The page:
On the other hand, lashing out with “You’re so inconsiderate!” or “You always/never think of others,” is exhibiting judgement and will make the other person want to prove you wrong. He or she will lash back with, “That’s not true, I am very considerate, do you know how much I do for this family, etc. etc.”

  1. Talk to a professional. “Talking to a psychologist can provide you with a sounding board to process your feelings or help you view things from another perspective,” says Aiza.  
Photo by Liza Summer on Pexels.com

Dealing with toxic family members who are older than you

It’s easier to have difficult conversations with peers — like siblings or your partner —  than with older members of the family like parents or the parents in-law.  What should be done if they are the ones exhibiting toxic behavior? 

  1. At the very least, try to make the relationship civil. If the relationship has been sour for so long already, you cannot expect the other person to be as empathetic or compassionate to your pleas. “ Bring the relationship first to neutral ground by knowing the other person’s love language, something that will build favor and allow you to reconnect,” shares Aiza. “In time, you will build a bit of leverage as far as influence is concerned and you will not be dismissed right away. “
  2. Present your case in a way that it’s beneficial for both parties. “Start by saying ‘I know it has been difficult for both of us; I’m sorry if I knowingly or unknowingly offended you or hurt you. I want to improve things around the house or our relationship, may I talk about it when you are available?’” suggests Aiza. “If they are ready, they will say yes. If they are not ready and say no, at least you tried.”
  3. In the case of in-laws, ask for help from your partner/their child. “Capitalize on your parents-in-law’s love for their son or daughter, they cannot reject him or her,” points out Aiza. “Ask your partner to mediate and make things better, or bring you up in a better light.”

How to reduce being toxic towards others

Because we are human, it’s highly possible that we are treating family members unpleasantly without even realizing it. How can we become less toxic people ourselves?

  1. Get feedback. “Dare to ask trusted people whom you know will not hurt you for feedback. For parents, if you have a good enough sense of your self-worth, ask your kids ‘How is mommy doing? Is there anything you would like me to do so I can be a better mom?’” suggests Aiza.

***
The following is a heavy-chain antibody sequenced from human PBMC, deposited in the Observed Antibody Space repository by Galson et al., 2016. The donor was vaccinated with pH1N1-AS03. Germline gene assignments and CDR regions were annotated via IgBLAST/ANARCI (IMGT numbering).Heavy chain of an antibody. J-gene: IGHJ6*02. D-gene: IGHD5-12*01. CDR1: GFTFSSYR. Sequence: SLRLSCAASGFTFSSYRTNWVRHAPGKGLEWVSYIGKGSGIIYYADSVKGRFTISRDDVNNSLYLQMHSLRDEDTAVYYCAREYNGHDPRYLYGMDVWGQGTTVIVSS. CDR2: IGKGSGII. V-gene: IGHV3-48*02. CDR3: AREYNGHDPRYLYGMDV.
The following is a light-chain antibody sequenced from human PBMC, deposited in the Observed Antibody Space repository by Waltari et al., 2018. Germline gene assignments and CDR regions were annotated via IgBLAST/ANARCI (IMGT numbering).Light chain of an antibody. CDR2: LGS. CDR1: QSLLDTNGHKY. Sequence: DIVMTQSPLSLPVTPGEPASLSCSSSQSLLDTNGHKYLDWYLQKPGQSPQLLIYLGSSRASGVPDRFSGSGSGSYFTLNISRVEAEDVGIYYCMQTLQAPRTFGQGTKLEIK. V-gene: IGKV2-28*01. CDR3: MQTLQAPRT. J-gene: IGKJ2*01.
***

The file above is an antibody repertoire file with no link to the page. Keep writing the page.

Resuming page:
1. If there is no one to ask, just be observant of yourself. “What is your own level of stress that you may be bringing into your relationships. How happy are you with your life? How contented are you?” Aiza asks. 

If you prefer a  scientific approach, MindNation has an online WellBeing Quiz that you can take for free to check on your mental status and happiness level. If you score Healthy or Thriving, then you are in good shape and no one is affected by you; but if you are Fading or Burned Out and you realize that there are people you rub the wrong way or people who trigger you, you might want to step back and see where that’s coming from. 

“Is it because you’re tired? Or maybe you have some unresolved issues that need to be resolved?” asks Aiza. “Whatever it is, you might want to work on those now, because a lot of our past issues manifest either in relationships or at work.”

  1. Make time for self-care. “This is very, very important, especially if there are other people counting on you for care and love,” Aiza stresses. “Self-care is whatever it looks like for you, whether it’s doing breathwork, meditating, walking under the sun (just make sure to stay safe), bingeing a little bit of tv, or talking to your friends and finding a reason to really belly laugh. Finally, get as many hugs as you can from people who are safe. Virginia Satir, a famous family therapist, is famous for saying  ‘We need 4 hugs a day for survival; 8 hugs a day for maintenance; 12 hugs a day for growth.” 

For Aiza, the lockdowns happening because of the COVID-19 pandemic is a unique opportunity for the family to work on their issues and become stronger. “Think of it as a forced team building exercise,” Aiza says. “Now is the perfect time to look at any problems that you may have, take a pause, and deliberately work on them. Don’t sweep things under the rug and presume that everything will go away once the pandemic is over. Find ways to thrive inside the home so that when the doors finally open, we can go back to our normal lives carrying that love, and know that our relationship survived the lockdown stronger than ever.”

For those living in the Philippines, MindNation psychologists and WellBeing Coaches are available 24/7 for teletherapy sessions if you need help addressing relationship issues, past traumas, or to work on yourself. Book a slot now through FB Messenger http://m.me/themindnation or email [email protected].